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Laziness is our biggest problem - Pastor

Published:Thursday | October 1, 2015 | 12:00 AMOrantes Moore
Danielo Daniels

t 29 years old, Seventh-day Adventist pastor and information technology (IT) expert Danielo Daniels is one of the youngest and most remarkable clergymen operating in St Mary.

The multifaceted minister loves working in the parish, but is concerned that adults in the seven communities where his churches are based - Annotto Bay, Islington, Robin's Bay, Rose End, Hampstead, Heywood Hall, and Esher - are failing to protect young girls from sexual predators.

Daniels told Family and Religion: "One thing I see that affects the communities is where men tend to seek after underaged girls. I would really like to see their minds shifted to ensure they see a child as somebody they need to nurture and take care of because, in the words of one popular singer (Tony Rebel), "that little girl could be the next prime minister or your doctor".

"I wish these men would leave the young ladies to reach their goals and recognise they are society's leaders and the ones who mother, father, sister, brother, and children are looking towards to make a difference.

"I'd like to have an intervention programme to help young women see beyond the next meal and having a baby. That is a major challenge in this area. People only see right here and now. They speak and live that way and don't consider next year or five years down the line."

Although Daniels insists sexual abuse of schoolgirls is prevalent in parts of the parish, he believes that, compared to paedophilia, dependency and laziness are far bigger problems.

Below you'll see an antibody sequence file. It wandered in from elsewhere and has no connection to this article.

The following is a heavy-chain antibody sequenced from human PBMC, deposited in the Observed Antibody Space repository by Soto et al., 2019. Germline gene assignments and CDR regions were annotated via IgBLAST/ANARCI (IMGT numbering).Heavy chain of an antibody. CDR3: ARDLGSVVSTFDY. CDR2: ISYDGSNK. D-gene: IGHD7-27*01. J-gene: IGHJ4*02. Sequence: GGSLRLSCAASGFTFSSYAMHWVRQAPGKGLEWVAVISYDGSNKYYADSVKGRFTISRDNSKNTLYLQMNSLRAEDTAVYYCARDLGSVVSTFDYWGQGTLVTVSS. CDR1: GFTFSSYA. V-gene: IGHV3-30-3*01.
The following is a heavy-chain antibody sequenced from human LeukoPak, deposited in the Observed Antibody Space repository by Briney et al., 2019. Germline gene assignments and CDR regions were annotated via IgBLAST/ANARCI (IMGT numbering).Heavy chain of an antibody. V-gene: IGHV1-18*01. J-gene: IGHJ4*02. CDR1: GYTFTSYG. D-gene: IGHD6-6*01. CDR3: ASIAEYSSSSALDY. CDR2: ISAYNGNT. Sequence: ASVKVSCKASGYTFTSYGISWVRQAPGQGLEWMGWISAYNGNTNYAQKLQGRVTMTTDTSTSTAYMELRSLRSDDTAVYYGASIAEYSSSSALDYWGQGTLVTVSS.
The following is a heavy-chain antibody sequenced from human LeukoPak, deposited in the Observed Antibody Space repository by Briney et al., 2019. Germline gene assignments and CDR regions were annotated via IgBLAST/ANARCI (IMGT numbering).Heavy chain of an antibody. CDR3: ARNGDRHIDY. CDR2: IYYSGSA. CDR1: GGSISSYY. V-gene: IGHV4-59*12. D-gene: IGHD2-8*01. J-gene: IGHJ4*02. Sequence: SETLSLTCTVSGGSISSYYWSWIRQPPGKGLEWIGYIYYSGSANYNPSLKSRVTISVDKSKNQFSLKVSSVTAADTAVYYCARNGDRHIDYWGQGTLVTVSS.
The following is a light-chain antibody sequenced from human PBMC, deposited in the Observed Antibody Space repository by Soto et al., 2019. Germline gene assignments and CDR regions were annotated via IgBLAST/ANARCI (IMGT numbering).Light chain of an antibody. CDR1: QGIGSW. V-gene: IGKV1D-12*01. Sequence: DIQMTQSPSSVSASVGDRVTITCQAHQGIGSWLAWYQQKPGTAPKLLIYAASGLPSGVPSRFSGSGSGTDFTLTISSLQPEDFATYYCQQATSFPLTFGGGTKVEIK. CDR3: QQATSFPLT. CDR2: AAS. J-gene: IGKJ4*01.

He explained: "Probably, the biggest challenge affecting the parish is the mentality of individuals who refuse to work but look forward to getting things from other individuals. I think that has been caused by politicians and how they have given things, and individuals always seem to try and get [things] from them.

"There are individuals who would have grown up seeing their parents working, but there is also a get-rich-quick mentality, so instead of going into the field to work, people say: 'Let me wait to find somebody who works, rob them and take what I want.'"

Daniels, who describes himself as 'a non-conventional minister', holds a degree in management information systems and runs several engagement programmes, including community meetings with family counsellors and a clothing-distribution project for struggling residents.

Computer science is clearly his passion, but after initially attempting to pursue a career in IT, Daniels decided to dedicate his life to ministry.

He said: "I went to college, did a degree, and thought my passion for ministry was something I could do outside, but a series of events took place, and I decided that I needed to continue with my lifelong dream of reaching out to people in the community through ministry.

"Entering into the ministry was not difficult, but there are individuals who have asked me many times: 'Why would [you] go into the ministry and you have so much potential in IT?' (laughs).

"I was recently asked to join a software company. I prayed, weighed the matter, and decided that what I am doing is more fulfilling than the money there can and will be in having a job in the IT industry, so ministry is not just a job for me, it's a lifestyle."